Since the early 2000s a technological revolution has profoundly modified the prospects of nuclear medicine: the introduction of PET imaging with 18FDG in routine nuclear oncology practice.
In parallel, much progress has been made in the development of vectorized radiotherapy, primarily in radioimmunotherapy and radiopeptide therapy.
All these developments have opened up broad prospects for the diagnosis and treatment of cancer. Numerous carrier molecules are currently being evaluated in pre-clinical and clinical studies. We are also seeing the emergence of the “theranostics” concept, an approach consisting in integrating diagnostic aspects into therapeutic treatments, which is taking nuclear medicine into the era of personalized medicine. In the coming years, new radiopharmaceuticals should also be approved in cardiology and neurology.
In this context, new needs are arising for original radioisotopes, emitters of positrons, beta- and alpha particles.
Due to its favorable radiophysics characteristics, fluorine-18 is a radioisotope of choice for PET imaging. Many new carriers, including FLT, F-MISO, F-Choline, FES and F-DOPA, have been clinically evaluated, and some of them have obtained (F-DOPA), or may obtain in the coming years, marketing authorization for routine use. The short half-life period (T1/2) of fluorine-18 (110 minutes) nonetheless means that it needs to be produced in a cyclotron close to each user center.
That is why radioisotopes with short half-life periods that can be produced in a generator are arousing growing interest. This is the case for gallium-68, which has a half-life period of 68 minutes and whose “father”, germanium-68, has a long half-life period (271 days). Such a generator has the major advantage of being able to be used for some months in a nuclear medicine department. Due to its low production yield, germanium-68 must be produced in a high-intensity cyclotron.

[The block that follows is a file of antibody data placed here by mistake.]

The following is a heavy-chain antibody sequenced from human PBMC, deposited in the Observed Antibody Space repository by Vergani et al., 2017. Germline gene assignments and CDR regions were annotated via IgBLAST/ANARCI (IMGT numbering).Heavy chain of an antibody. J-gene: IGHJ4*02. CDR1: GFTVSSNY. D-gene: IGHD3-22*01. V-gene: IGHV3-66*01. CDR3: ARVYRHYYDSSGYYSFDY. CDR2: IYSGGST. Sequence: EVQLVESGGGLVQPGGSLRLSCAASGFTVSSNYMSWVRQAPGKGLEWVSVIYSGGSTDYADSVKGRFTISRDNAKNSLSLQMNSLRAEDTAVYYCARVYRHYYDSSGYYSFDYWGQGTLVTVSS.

As the fluorinated molecules are small, their distribution kinetics after intravenous injection are rapid, which is compatible with the relatively short half-life period of fluorine-18. However, for larger carrier molecules like antibodies, or more generally ADCs (antibody-drug conjugates), the blood kinetics are much slower and maximum tumoral binding is observed relatively late, a few hours or days after the intravenous injection. This time interval is incompatible with the 110-minute half-life period of fluorine-18. So new radioisotopes with longer half-life periods are needed for immuno-PET: copper-64 (T1/2=12.4h), zirconium-89 (T1/2=78h) or iodine-124 (T1/2=4.2 d).